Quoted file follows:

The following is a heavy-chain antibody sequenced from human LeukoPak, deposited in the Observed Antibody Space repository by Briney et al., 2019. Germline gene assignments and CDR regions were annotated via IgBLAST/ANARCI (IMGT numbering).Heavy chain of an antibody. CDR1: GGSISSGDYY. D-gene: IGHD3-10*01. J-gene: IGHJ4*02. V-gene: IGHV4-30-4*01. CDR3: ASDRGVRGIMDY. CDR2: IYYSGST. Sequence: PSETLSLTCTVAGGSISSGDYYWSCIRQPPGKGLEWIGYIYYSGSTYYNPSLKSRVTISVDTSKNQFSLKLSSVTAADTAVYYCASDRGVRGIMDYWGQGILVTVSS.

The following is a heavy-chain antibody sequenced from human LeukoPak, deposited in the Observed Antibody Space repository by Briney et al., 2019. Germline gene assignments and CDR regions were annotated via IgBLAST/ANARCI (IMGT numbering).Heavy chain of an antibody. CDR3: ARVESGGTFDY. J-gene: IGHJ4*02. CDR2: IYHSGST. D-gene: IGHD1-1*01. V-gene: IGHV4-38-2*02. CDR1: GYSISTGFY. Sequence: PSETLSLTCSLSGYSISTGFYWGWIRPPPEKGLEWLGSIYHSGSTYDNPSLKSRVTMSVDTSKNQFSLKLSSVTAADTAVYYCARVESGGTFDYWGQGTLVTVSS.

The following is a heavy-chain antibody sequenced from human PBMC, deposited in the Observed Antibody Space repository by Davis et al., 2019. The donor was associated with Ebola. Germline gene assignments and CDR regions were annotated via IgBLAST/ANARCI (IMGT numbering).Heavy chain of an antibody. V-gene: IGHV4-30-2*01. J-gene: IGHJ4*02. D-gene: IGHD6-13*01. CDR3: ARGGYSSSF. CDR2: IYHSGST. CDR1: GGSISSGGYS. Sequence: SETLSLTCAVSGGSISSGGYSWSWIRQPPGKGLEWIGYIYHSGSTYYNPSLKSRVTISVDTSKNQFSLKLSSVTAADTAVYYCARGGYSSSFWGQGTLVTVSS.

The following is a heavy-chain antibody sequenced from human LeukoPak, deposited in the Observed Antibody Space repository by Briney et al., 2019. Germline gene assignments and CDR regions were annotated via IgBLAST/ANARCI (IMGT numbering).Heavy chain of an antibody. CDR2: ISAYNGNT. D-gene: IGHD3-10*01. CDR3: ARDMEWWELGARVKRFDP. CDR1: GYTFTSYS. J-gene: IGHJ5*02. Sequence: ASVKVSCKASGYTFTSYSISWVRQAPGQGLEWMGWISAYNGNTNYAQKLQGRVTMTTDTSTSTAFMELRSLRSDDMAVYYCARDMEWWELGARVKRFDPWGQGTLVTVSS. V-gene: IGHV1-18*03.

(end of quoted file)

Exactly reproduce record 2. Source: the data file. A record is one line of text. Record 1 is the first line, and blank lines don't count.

The following is a heavy-chain antibody sequenced from human LeukoPak, deposited in the Observed Antibody Space repository by Briney et al., 2019. Germline gene assignments and CDR regions were annotated via IgBLAST/ANARCI (IMGT numbering).Heavy chain of an antibody. CDR3: ARVESGGTFDY. J-gene: IGHJ4*02. CDR2: IYHSGST. D-gene: IGHD1-1*01. V-gene: IGHV4-38-2*02. CDR1: GYSISTGFY. Sequence: PSETLSLTCSLSGYSISTGFYWGWIRPPPEKGLEWLGSIYHSGSTYDNPSLKSRVTMSVDTSKNQFSLKLSSVTAADTAVYYCARVESGGTFDYWGQGTLVTVSS.